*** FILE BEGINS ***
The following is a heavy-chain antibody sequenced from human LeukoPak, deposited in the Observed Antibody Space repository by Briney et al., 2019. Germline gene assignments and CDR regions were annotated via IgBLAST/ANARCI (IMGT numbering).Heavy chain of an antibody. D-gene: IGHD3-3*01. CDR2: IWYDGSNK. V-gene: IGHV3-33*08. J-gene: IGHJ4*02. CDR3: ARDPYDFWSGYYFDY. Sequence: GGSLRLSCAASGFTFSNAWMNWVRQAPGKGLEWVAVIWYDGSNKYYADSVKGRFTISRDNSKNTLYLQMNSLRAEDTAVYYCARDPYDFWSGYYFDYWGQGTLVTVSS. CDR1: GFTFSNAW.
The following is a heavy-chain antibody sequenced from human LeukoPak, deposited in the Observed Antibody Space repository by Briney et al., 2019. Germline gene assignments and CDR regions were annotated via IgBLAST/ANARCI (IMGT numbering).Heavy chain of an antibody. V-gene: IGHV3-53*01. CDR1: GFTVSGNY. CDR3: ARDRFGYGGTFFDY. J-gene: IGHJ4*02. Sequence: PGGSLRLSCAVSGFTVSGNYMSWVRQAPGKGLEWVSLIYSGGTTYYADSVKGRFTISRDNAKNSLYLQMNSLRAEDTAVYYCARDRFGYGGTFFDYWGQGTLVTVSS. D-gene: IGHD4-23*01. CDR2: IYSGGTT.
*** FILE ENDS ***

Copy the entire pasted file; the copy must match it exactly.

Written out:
The following is a heavy-chain antibody sequenced from human LeukoPak, deposited in the Observed Antibody Space repository by Briney et al., 2019. Germline gene assignments and CDR regions were annotated via IgBLAST/ANARCI (IMGT numbering).Heavy chain of an antibody. D-gene: IGHD3-3*01. CDR2: IWYDGSNK. V-gene: IGHV3-33*08. J-gene: IGHJ4*02. CDR3: ARDPYDFWSGYYFDY. Sequence: GGSLRLSCAASGFTFSNAWMNWVRQAPGKGLEWVAVIWYDGSNKYYADSVKGRFTISRDNSKNTLYLQMNSLRAEDTAVYYCARDPYDFWSGYYFDYWGQGTLVTVSS. CDR1: GFTFSNAW.
The following is a heavy-chain antibody sequenced from human LeukoPak, deposited in the Observed Antibody Space repository by Briney et al., 2019. Germline gene assignments and CDR regions were annotated via IgBLAST/ANARCI (IMGT numbering).Heavy chain of an antibody. V-gene: IGHV3-53*01. CDR1: GFTVSGNY. CDR3: ARDRFGYGGTFFDY. J-gene: IGHJ4*02. Sequence: PGGSLRLSCAVSGFTVSGNYMSWVRQAPGKGLEWVSLIYSGGTTYYADSVKGRFTISRDNAKNSLYLQMNSLRAEDTAVYYCARDRFGYGGTFFDYWGQGTLVTVSS. D-gene: IGHD4-23*01. CDR2: IYSGGTT.